Where does the line go for who is to be considered "other"? As someone living in Stockholm, why should I care more about companies in Gothenburg doing well than a company in Oslo? Or am I an outsider as well, since I have a mother from Copenhagen?

> The existence of them in many democracies for good reason show otherwise.

No, that just shows that they're not actual democracies either.

> Plus, we've had methods for detecting and correcting abuses for years. Requires a certain percentage of honest politicians and active citizens, though. That problem was actually created and sustained by democracy a la tyranny of the majority. They're doing it again with likes of Hillary and Trump.

Okay, this is getting far into Poe's law territory.


"Where does the line go for who is to be considered "other"? As someone living in Stockholm, why should I care more about companies in Gothenburg doing well than a company in Oslo? Or am I an outsider as well, since I have a mother from Copenhagen?"

Your wishes don't matter at all. You're not a competing nation referred to in my comment.

"No, that just shows that they're not actual democracies either"

Or that you don't know what a representational democracy is or think they all think like you. Look up KSI where you live to find something even less transparent than our NSA. (shocking really)

"Okay, this is getting far into Poe's law territory."

Nah, it's just a prerequisite for existence of a thing you're pretending to know about. Successful democracy and active citizenry go hand-in-hand. Without it, problems emerge.


> Your wishes don't matter at all. You're not a competing nation referred to in my comment.

The point was that nations and citizenship are entirely arbitrary dividers.

> Or that you don't know what a representational democracy is or think they all think like you. Look up KSI where you live to find something even less transparent than our NSA. (shocking really)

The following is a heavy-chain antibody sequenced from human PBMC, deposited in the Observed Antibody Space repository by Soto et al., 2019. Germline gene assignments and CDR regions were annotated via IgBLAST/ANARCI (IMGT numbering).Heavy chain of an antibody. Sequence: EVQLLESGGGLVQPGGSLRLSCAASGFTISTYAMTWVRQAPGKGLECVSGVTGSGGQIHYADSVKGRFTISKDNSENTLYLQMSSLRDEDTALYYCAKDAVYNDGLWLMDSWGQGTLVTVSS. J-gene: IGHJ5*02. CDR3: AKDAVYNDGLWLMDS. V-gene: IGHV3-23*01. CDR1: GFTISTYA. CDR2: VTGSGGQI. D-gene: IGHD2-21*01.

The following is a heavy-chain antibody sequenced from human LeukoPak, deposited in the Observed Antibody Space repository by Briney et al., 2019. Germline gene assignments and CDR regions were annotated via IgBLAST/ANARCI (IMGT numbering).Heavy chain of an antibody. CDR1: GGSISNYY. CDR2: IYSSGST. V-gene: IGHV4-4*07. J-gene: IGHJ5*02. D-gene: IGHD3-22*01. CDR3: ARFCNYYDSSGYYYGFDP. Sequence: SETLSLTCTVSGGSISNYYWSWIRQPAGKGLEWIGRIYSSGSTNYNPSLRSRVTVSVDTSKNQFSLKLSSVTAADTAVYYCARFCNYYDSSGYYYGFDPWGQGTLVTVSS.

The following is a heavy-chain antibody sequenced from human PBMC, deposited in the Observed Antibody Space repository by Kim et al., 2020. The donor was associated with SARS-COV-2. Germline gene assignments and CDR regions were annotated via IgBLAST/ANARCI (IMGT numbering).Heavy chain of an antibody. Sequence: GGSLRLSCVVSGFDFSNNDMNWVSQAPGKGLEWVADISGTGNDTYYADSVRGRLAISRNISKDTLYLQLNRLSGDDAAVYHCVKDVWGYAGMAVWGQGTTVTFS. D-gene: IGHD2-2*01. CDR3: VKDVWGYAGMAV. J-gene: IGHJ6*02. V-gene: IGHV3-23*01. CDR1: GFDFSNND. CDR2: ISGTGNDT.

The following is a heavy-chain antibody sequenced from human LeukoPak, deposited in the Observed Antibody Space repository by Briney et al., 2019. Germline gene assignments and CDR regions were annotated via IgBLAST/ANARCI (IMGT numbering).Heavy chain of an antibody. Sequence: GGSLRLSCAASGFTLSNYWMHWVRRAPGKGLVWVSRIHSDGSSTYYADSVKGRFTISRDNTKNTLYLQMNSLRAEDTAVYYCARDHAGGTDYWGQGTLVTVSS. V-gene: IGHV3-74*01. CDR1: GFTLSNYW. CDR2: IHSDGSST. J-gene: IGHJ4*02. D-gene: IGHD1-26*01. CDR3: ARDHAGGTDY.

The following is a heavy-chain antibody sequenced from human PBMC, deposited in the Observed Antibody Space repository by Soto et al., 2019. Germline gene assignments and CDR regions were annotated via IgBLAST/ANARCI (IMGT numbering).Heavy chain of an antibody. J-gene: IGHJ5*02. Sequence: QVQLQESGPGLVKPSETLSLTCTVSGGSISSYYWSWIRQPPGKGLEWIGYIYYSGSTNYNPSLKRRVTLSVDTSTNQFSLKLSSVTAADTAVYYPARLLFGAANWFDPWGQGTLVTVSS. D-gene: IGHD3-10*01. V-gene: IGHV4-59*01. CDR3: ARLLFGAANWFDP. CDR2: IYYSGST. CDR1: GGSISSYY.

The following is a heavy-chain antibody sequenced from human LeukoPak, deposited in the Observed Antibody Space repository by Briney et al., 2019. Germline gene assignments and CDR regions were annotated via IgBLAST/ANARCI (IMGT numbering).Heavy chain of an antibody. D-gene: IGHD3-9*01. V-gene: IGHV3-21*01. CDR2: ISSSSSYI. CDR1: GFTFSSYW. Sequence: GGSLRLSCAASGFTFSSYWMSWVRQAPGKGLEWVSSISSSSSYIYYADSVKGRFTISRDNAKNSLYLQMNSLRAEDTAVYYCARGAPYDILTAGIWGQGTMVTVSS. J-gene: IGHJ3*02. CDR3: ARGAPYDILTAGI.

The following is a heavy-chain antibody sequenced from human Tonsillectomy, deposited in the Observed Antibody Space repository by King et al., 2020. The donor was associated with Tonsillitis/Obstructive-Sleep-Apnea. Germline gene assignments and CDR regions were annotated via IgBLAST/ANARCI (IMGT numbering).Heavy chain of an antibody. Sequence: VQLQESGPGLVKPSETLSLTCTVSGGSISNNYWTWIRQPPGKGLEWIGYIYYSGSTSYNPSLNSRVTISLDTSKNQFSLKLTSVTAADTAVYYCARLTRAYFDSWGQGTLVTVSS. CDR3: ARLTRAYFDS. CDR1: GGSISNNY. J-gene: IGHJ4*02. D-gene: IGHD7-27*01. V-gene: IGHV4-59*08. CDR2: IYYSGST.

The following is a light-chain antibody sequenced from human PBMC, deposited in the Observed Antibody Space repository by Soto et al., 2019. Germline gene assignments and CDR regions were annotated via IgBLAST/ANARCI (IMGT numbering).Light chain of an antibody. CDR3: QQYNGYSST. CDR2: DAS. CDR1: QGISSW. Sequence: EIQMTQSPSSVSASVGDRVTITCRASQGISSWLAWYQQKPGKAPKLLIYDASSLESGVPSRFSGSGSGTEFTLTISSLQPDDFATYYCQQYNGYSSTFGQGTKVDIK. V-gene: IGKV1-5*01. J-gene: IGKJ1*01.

If it doesn't live up to the definition of democracy (rule by the people), then it's by definition not a democracy.

NSA, FRA, KSI, whatever, this is about principles, not specific cases. It makes sense to say NSA on forums, since they're a name people recognise, and they're the ones capable of doing the most damage.


So, your purpose in arguing is strictly ideals and principles with no real-world context or constraints. And you don't know there are multiple forms of democracy?

Sophistry or trolling is undeniable now. Goodbye.


> Treason laws

At least in the US, Treason involves waging war against the US. I don't think there's anything wrong with treason laws in a developed democracy.

(OTOH, treason laws have nothing to do with Snowden; espionage laws might, but that's a different issue.)


"OTOH, treason laws have nothing to do with Snowden; espionage laws might, but that's a different issue"

There's some overlap between the two although I don't mean it in a strict, technical sense so much as betraying his country to its enemies with criminal action. Espionage is spy activity, often moving information. His actions mostly fall into that. Treason concept often includes aiding and abeitting enemy military. A significant part of that today are the cyber commands on various sides. He certainly gave our enemies a heads up about what we were doing while giving us no such advantage on them. That can be construed as treason given what effect it would have if war broke out.